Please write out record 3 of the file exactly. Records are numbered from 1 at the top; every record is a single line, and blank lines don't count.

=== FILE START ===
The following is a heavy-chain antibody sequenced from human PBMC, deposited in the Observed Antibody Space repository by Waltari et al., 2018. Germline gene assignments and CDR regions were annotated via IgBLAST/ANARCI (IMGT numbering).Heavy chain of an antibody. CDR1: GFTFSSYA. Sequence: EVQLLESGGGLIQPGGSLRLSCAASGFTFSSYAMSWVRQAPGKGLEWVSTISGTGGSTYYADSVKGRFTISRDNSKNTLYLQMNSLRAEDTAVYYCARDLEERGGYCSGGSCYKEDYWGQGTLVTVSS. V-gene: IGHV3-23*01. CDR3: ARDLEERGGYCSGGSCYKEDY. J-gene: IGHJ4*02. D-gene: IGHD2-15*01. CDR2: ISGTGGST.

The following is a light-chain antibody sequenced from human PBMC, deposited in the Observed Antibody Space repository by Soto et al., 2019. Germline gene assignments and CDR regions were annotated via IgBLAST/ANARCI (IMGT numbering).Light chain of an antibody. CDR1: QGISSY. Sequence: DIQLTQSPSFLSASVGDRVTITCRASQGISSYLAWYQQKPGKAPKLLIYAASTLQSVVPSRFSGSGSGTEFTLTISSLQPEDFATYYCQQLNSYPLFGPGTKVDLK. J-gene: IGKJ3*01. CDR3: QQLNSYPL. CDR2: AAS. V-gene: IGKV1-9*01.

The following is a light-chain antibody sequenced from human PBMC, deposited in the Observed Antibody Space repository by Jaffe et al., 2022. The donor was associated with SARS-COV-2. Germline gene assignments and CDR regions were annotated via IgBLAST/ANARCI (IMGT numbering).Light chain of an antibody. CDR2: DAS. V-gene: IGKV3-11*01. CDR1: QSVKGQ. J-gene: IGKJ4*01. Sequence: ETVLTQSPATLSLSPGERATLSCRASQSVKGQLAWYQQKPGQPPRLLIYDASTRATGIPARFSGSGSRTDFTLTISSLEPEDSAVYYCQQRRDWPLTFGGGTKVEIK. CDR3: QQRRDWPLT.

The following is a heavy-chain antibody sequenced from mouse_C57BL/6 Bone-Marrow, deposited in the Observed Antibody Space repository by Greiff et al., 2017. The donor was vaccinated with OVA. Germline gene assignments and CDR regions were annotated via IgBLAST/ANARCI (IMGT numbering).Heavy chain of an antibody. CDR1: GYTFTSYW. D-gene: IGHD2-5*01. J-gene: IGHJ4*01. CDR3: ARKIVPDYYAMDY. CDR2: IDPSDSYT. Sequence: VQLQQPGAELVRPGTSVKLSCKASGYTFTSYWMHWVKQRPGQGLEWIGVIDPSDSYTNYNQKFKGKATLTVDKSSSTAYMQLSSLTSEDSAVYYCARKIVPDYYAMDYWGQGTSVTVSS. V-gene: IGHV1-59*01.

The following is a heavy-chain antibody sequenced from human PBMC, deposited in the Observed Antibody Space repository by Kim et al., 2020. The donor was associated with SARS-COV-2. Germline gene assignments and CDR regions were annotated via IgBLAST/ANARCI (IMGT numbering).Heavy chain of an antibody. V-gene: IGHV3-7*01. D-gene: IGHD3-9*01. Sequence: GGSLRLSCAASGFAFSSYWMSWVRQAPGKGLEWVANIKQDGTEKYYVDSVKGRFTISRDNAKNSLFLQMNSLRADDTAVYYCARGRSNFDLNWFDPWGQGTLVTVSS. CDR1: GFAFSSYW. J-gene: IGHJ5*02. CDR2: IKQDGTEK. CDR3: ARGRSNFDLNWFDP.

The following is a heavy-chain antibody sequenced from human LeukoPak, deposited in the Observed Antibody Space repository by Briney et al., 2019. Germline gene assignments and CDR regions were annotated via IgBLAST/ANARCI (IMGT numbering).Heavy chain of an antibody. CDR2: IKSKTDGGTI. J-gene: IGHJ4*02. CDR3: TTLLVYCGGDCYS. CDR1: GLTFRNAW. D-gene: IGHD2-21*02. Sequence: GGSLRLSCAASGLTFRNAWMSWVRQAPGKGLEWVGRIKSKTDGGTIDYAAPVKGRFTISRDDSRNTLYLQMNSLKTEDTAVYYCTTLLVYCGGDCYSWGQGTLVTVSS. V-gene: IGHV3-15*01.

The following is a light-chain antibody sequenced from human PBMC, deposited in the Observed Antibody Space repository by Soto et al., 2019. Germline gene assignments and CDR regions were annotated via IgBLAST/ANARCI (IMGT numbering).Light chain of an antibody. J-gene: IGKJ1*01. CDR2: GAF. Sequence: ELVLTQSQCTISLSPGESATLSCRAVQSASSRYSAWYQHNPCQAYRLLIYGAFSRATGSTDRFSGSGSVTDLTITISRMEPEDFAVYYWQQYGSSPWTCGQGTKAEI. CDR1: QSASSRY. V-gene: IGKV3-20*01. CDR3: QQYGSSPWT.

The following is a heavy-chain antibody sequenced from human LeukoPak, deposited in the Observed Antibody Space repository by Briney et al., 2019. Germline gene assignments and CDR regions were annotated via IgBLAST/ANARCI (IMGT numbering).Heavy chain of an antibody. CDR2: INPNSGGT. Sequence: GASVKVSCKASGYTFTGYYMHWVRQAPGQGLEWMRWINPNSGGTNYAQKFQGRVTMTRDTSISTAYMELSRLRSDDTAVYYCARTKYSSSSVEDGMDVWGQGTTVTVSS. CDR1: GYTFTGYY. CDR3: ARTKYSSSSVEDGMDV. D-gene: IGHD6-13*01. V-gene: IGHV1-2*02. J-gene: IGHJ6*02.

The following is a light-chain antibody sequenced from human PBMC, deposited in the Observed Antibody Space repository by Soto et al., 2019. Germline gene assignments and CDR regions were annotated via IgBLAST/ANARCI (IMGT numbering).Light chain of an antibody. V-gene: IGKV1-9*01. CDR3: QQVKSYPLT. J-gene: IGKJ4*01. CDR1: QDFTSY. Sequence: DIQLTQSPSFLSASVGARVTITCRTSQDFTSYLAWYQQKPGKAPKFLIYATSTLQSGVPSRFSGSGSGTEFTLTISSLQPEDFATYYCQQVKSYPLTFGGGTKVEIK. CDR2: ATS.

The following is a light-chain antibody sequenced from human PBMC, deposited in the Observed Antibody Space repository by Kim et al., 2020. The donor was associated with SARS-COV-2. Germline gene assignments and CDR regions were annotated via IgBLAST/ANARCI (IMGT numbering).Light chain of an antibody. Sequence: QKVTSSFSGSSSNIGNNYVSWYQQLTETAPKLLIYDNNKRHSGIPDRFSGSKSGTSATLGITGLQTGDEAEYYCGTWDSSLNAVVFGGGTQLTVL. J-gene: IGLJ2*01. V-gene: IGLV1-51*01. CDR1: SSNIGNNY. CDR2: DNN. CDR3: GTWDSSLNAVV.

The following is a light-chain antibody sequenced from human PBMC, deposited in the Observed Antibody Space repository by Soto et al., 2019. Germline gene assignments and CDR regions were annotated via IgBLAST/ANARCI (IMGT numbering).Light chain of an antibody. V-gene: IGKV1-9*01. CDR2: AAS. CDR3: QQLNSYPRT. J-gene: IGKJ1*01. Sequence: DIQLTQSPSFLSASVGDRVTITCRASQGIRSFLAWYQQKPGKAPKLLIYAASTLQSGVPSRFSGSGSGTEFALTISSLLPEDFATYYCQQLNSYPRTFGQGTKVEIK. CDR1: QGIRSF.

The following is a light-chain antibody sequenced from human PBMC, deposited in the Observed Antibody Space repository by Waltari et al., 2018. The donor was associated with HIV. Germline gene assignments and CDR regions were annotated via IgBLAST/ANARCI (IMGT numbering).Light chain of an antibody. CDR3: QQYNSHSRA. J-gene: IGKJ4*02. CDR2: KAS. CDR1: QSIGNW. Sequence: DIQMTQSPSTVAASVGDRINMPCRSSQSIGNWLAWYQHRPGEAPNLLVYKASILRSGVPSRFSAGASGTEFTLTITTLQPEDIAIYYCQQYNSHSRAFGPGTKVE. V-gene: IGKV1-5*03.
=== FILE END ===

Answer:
The following is a light-chain antibody sequenced from human PBMC, deposited in the Observed Antibody Space repository by Jaffe et al., 2022. The donor was associated with SARS-COV-2. Germline gene assignments and CDR regions were annotated via IgBLAST/ANARCI (IMGT numbering).Light chain of an antibody. CDR2: DAS. V-gene: IGKV3-11*01. CDR1: QSVKGQ. J-gene: IGKJ4*01. Sequence: ETVLTQSPATLSLSPGERATLSCRASQSVKGQLAWYQQKPGQPPRLLIYDASTRATGIPARFSGSGSRTDFTLTISSLEPEDSAVYYCQQRRDWPLTFGGGTKVEIK. CDR3: QQRRDWPLT.